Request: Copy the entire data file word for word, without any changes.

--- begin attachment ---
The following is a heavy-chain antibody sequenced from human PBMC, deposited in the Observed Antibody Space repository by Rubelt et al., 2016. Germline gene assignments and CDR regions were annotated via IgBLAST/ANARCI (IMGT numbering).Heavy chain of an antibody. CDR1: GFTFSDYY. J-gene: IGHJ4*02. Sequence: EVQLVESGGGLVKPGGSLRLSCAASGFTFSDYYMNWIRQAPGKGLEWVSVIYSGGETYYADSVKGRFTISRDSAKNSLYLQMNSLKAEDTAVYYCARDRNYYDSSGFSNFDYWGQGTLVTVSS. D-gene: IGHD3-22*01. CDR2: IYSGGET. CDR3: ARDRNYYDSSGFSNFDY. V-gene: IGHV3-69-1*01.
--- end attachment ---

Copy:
The following is a heavy-chain antibody sequenced from human PBMC, deposited in the Observed Antibody Space repository by Rubelt et al., 2016. Germline gene assignments and CDR regions were annotated via IgBLAST/ANARCI (IMGT numbering).Heavy chain of an antibody. CDR1: GFTFSDYY. J-gene: IGHJ4*02. Sequence: EVQLVESGGGLVKPGGSLRLSCAASGFTFSDYYMNWIRQAPGKGLEWVSVIYSGGETYYADSVKGRFTISRDSAKNSLYLQMNSLKAEDTAVYYCARDRNYYDSSGFSNFDYWGQGTLVTVSS. D-gene: IGHD3-22*01. CDR2: IYSGGET. CDR3: ARDRNYYDSSGFSNFDY. V-gene: IGHV3-69-1*01.